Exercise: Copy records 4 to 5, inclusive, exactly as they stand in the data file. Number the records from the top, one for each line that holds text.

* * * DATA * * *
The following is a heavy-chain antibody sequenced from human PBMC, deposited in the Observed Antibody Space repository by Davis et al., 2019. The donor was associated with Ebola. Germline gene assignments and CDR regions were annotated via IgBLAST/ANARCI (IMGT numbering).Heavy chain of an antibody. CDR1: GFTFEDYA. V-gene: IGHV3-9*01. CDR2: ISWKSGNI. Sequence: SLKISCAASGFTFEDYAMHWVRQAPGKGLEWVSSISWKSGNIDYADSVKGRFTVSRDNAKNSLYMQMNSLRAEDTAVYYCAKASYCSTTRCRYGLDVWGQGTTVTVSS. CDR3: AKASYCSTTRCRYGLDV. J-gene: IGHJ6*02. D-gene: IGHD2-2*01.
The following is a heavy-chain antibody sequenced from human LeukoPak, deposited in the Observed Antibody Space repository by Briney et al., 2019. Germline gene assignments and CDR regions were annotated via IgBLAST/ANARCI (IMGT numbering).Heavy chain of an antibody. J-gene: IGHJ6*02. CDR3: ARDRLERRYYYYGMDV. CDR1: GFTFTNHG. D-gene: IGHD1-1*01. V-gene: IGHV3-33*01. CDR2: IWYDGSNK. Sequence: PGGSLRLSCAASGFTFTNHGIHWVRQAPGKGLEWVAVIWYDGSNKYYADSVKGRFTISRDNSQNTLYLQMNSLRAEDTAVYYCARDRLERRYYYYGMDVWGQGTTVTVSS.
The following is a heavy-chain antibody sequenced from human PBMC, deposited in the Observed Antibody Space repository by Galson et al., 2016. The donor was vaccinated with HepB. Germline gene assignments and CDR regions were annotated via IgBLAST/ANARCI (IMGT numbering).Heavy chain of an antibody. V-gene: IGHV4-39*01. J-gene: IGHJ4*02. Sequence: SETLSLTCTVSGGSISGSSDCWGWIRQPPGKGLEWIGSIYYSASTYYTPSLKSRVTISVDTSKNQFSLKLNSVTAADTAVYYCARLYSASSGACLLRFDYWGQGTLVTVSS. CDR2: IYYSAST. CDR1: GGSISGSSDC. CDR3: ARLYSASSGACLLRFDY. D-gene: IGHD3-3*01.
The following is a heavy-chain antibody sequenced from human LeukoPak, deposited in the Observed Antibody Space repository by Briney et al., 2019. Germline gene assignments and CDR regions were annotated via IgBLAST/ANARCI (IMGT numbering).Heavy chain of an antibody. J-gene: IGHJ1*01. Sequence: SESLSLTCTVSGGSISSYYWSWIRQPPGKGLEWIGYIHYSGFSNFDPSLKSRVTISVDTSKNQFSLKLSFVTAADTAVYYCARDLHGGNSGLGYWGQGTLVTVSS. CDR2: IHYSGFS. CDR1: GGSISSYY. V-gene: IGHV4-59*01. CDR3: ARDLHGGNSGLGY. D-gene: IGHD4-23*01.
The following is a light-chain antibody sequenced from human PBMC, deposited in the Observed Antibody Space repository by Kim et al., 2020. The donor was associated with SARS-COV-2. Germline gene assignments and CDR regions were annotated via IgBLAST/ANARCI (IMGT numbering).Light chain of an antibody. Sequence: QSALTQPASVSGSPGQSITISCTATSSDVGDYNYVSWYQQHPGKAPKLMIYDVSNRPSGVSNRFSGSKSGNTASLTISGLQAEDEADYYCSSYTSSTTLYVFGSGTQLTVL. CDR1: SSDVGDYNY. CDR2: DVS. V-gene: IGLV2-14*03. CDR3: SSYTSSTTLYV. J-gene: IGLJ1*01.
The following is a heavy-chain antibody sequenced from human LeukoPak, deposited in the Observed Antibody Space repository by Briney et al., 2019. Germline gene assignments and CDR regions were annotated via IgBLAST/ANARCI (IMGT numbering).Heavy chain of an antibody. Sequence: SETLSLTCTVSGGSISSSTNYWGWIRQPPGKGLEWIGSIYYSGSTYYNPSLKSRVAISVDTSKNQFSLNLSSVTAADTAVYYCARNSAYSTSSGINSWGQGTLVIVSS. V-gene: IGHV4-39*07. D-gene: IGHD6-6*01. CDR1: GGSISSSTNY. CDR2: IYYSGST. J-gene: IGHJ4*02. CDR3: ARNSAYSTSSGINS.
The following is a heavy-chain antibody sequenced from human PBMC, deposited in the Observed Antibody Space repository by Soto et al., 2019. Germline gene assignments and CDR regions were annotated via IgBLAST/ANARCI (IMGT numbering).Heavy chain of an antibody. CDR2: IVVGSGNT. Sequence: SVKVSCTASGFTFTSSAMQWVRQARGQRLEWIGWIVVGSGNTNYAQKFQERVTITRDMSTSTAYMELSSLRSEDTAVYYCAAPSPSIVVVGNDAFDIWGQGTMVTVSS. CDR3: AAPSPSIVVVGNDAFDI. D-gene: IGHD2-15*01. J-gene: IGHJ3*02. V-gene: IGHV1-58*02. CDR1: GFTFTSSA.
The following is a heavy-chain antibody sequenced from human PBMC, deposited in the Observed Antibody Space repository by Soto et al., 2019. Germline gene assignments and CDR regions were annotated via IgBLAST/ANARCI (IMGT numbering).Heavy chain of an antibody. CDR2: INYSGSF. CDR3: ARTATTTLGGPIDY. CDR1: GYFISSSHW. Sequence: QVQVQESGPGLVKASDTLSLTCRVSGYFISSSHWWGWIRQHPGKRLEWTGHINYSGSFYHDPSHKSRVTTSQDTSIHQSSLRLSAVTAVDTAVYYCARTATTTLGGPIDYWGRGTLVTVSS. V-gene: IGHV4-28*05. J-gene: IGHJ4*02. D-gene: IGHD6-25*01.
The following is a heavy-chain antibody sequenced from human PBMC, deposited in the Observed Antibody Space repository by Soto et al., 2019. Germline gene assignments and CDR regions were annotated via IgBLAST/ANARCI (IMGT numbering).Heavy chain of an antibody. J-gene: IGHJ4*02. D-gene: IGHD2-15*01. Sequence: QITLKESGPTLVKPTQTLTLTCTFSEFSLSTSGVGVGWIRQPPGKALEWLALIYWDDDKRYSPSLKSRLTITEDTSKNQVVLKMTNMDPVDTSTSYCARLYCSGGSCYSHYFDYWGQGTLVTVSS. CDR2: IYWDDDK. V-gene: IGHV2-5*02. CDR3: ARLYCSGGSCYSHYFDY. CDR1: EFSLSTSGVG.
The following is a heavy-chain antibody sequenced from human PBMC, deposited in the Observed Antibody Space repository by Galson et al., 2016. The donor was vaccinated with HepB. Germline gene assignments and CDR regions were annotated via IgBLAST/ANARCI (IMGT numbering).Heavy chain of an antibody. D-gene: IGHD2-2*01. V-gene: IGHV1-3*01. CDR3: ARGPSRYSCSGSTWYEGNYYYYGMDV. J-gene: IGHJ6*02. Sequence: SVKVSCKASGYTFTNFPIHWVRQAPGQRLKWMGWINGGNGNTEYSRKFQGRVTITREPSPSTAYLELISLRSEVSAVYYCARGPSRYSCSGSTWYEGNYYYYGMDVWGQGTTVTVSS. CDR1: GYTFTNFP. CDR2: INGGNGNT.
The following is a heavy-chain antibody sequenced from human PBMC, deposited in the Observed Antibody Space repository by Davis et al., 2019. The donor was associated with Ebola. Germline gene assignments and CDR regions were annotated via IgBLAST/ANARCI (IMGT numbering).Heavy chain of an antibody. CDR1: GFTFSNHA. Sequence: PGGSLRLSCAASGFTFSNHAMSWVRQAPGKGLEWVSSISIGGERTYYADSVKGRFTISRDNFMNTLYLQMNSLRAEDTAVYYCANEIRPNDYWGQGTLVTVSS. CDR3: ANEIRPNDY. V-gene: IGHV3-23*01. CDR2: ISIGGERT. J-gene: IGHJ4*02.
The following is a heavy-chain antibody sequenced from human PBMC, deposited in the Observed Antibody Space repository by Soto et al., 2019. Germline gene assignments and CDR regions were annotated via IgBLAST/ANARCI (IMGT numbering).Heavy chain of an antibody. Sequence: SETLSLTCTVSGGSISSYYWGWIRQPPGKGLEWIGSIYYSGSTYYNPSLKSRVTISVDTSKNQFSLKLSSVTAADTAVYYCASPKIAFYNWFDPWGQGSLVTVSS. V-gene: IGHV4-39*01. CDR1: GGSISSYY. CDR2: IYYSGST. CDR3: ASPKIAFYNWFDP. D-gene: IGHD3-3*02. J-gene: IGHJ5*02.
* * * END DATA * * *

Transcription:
The following is a heavy-chain antibody sequenced from human LeukoPak, deposited in the Observed Antibody Space repository by Briney et al., 2019. Germline gene assignments and CDR regions were annotated via IgBLAST/ANARCI (IMGT numbering).Heavy chain of an antibody. J-gene: IGHJ1*01. Sequence: SESLSLTCTVSGGSISSYYWSWIRQPPGKGLEWIGYIHYSGFSNFDPSLKSRVTISVDTSKNQFSLKLSFVTAADTAVYYCARDLHGGNSGLGYWGQGTLVTVSS. CDR2: IHYSGFS. CDR1: GGSISSYY. V-gene: IGHV4-59*01. CDR3: ARDLHGGNSGLGY. D-gene: IGHD4-23*01.
The following is a light-chain antibody sequenced from human PBMC, deposited in the Observed Antibody Space repository by Kim et al., 2020. The donor was associated with SARS-COV-2. Germline gene assignments and CDR regions were annotated via IgBLAST/ANARCI (IMGT numbering).Light chain of an antibody. Sequence: QSALTQPASVSGSPGQSITISCTATSSDVGDYNYVSWYQQHPGKAPKLMIYDVSNRPSGVSNRFSGSKSGNTASLTISGLQAEDEADYYCSSYTSSTTLYVFGSGTQLTVL. CDR1: SSDVGDYNY. CDR2: DVS. V-gene: IGLV2-14*03. CDR3: SSYTSSTTLYV. J-gene: IGLJ1*01.